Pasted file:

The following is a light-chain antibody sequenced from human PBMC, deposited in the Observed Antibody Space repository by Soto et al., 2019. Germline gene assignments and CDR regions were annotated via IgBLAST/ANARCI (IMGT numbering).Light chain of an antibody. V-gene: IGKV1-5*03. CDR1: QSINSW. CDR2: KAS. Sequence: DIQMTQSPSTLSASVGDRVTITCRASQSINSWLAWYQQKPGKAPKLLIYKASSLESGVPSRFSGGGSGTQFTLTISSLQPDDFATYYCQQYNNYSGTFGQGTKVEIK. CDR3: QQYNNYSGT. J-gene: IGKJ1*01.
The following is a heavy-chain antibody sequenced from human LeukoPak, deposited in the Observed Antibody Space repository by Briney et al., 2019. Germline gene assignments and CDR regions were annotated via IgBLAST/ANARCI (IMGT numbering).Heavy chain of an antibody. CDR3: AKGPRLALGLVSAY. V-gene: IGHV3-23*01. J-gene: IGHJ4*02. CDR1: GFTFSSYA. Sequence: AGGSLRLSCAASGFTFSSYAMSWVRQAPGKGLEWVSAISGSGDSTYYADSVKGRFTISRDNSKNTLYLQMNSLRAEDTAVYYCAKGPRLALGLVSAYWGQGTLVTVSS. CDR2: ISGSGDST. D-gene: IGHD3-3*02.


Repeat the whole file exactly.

The following is a light-chain antibody sequenced from human PBMC, deposited in the Observed Antibody Space repository by Soto et al., 2019. Germline gene assignments and CDR regions were annotated via IgBLAST/ANARCI (IMGT numbering).Light chain of an antibody. V-gene: IGKV1-5*03. CDR1: QSINSW. CDR2: KAS. Sequence: DIQMTQSPSTLSASVGDRVTITCRASQSINSWLAWYQQKPGKAPKLLIYKASSLESGVPSRFSGGGSGTQFTLTISSLQPDDFATYYCQQYNNYSGTFGQGTKVEIK. CDR3: QQYNNYSGT. J-gene: IGKJ1*01.
The following is a heavy-chain antibody sequenced from human LeukoPak, deposited in the Observed Antibody Space repository by Briney et al., 2019. Germline gene assignments and CDR regions were annotated via IgBLAST/ANARCI (IMGT numbering).Heavy chain of an antibody. CDR3: AKGPRLALGLVSAY. V-gene: IGHV3-23*01. J-gene: IGHJ4*02. CDR1: GFTFSSYA. Sequence: AGGSLRLSCAASGFTFSSYAMSWVRQAPGKGLEWVSAISGSGDSTYYADSVKGRFTISRDNSKNTLYLQMNSLRAEDTAVYYCAKGPRLALGLVSAYWGQGTLVTVSS. CDR2: ISGSGDST. D-gene: IGHD3-3*02.